The Would-Be Robber’s Gratitude
[Please note: ACIM passages quoted in this article reference the Foundation for Inner Peace (FIP) Edition.]
In a recent Course Meets World piece, I reported the story of Mohammad Sohail, a convenience store owner who offered forgiveness and help to an armed man who tried to rob him. This week, I read a follow-up story reporting the most recent development in this remarkable holy encounter: the would-be robber’s expression of gratitude for Sohail’s priceless gift of love. I see this whole story as a beautiful real-life parable of the power of forgiveness.
First, a quick summary of the story I reported in my previous piece: Sohail was closing his store in Garden City, New York one night when a man with a baseball bat burst in to rob him. Sohail grabbed a rifle from behind the counter and pointed it at the would-be robber. To Sohail’s surprise, the man broke down in tears, told him he was just trying to support his starving family, and begged for forgiveness. Moved by compassion, Sohail put down his gun and gave the man $40 dollars and a loaf of bread. All he asked for in return was a promise never to rob again.
This act of kindness touched the man so deeply that he wanted to convert to Sohail’s Muslim faith. Sohail gave him this gift as well, helping him make the profession of faith necessary to become a Muslim. Afterward, the two men shook hands, but when Sohail went to the back of the store to get some milk as an additional gift for his new Muslim brother, the man disappeared.
That was the end of it. But this brief encounter was powerful and life-changing, for it gave both men priceless gifts. The would-be robber received the gift of forgiveness and kindness; Sohail received the gift of joy that comes from helping a brother in need. As Sohail humbly put it, “I’m a very little man. I just did a good job. I have a good feeling in my heart. I feel very good.”
But it turns out that the man’s disappearance was not the end of it. The follow-up story reports that some time afterward, Sohail received a letter from the man who tried to rob him. The man expressed his gratitude for Sohail’s kindness and enclosed $50, $10 more than Sohail had originally given him. And he described how the encounter had transformed his life for the better:
Now I have a new child and good job make good money staying out of trouble and taking care of my family. You gave me forty dollars thank you for sparing my life Because of that you change my life.
Sohail, humble as ever in his response to the letter, makes light of the incident even as he expresses a profound truth:
When you do good things for somebody, it comes back to you. I gave him $40 and he sent me back $50. It was a good investment.
In my original piece, I shared how in my mind, this incident powerfully demonstrated a number of teachings from A Course in Miracles. It reminded me that you can forgive in any situation, no matter how extreme. It showed that extending forgiveness to another person can truly transform that person, even to the point that he “converts” to the forgiver’s loving thought system — in this case quite literally, as the man decided to become a Muslim. Finally, it illustrated the bedrock Course teaching that when you forgive, you yourself receive the gift. You too are “converted” to the thought system you are teaching, as the other person’s acceptance of it reinforces it in your own mind. I summed it all up with this key passage from the Course, which gives us nothing less than the formula for salvation:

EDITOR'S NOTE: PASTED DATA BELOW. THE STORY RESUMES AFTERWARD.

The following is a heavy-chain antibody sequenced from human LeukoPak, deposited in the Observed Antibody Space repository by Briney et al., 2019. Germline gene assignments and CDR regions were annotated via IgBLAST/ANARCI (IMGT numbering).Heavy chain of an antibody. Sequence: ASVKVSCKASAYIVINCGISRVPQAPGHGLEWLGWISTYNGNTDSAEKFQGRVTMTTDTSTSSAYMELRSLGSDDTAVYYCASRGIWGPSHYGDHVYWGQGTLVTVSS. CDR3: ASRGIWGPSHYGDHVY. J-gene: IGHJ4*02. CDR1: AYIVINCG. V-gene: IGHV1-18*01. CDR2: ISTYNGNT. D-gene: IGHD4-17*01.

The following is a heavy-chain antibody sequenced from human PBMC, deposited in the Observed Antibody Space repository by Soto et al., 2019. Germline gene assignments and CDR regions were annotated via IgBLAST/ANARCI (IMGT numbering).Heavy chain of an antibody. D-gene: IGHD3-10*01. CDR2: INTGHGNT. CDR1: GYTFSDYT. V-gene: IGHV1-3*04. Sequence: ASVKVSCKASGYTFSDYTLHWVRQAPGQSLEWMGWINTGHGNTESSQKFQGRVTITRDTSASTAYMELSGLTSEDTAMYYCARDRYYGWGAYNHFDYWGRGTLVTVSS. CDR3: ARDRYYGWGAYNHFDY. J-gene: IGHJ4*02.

Forgive and be forgiven. As you give you will receive. There is no plan but this for the salvation of the Son of God. (W-pI.122.6:3-5)
To me, these latest developments in the story further demonstrate these teachings from the Course, and illuminate some other Course teachings as well. First, from the man’s letter, we can see even more just how much Sohail’s forgiveness transformed him. He had been profoundly moved on the day of the attempted robbery, and it is apparent that the change of heart he experienced that day was not a passing thing. It stayed with him. The seed planted that day continues to grow. We can even see how his inner transformation has manifested on the outside. He has a new child and a new job. He’s stayed out of trouble (keeping his promise not to rob again) and is taking care of his family. And he is apparently doing well enough that he can pay Sohail back with interest.
In addition, there are a couple of other Course teachings I see demonstrated by these later events. The first is the Course’s teaching on the role of gratitude in the process of salvation. The Course tells us that one of the most powerful ways the forgiver’s gift returns to him — a way that teaches him that he is an innocent Son of God and thus enables him to experience forgiveness and salvation for himself — is through the gratitude of the one he has forgiven. The recipient of the forgiver’s gift sees the light of God in him, and responds accordingly. You see this idea, for instance, in passages like these: